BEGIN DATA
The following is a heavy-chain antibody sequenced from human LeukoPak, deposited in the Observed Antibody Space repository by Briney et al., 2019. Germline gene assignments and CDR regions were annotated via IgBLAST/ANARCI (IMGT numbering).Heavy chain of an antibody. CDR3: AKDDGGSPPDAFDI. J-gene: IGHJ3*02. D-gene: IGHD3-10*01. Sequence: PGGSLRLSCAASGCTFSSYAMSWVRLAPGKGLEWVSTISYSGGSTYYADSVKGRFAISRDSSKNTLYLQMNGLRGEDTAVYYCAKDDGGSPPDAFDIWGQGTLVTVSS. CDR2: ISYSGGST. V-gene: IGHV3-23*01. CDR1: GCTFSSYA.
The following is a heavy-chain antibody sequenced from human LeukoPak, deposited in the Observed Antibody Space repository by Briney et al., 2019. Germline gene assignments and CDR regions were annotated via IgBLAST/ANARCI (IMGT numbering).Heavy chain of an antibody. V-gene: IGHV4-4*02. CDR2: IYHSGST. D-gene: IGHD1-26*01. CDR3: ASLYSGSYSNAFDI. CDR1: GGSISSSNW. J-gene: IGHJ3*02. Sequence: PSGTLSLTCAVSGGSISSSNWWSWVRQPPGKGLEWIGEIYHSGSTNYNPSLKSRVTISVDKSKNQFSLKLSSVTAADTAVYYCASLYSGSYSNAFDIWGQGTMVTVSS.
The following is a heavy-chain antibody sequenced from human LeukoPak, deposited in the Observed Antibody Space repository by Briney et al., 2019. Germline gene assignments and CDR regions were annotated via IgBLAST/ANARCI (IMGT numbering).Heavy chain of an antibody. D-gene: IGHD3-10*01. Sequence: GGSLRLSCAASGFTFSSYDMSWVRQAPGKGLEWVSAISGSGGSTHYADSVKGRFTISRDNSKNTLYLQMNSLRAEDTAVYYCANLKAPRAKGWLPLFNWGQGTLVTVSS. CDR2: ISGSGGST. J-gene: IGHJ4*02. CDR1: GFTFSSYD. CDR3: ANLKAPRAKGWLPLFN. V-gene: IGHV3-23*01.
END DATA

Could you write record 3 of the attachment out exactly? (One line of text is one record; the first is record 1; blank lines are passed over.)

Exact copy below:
The following is a heavy-chain antibody sequenced from human LeukoPak, deposited in the Observed Antibody Space repository by Briney et al., 2019. Germline gene assignments and CDR regions were annotated via IgBLAST/ANARCI (IMGT numbering).Heavy chain of an antibody. D-gene: IGHD3-10*01. Sequence: GGSLRLSCAASGFTFSSYDMSWVRQAPGKGLEWVSAISGSGGSTHYADSVKGRFTISRDNSKNTLYLQMNSLRAEDTAVYYCANLKAPRAKGWLPLFNWGQGTLVTVSS. CDR2: ISGSGGST. J-gene: IGHJ4*02. CDR1: GFTFSSYD. CDR3: ANLKAPRAKGWLPLFN. V-gene: IGHV3-23*01.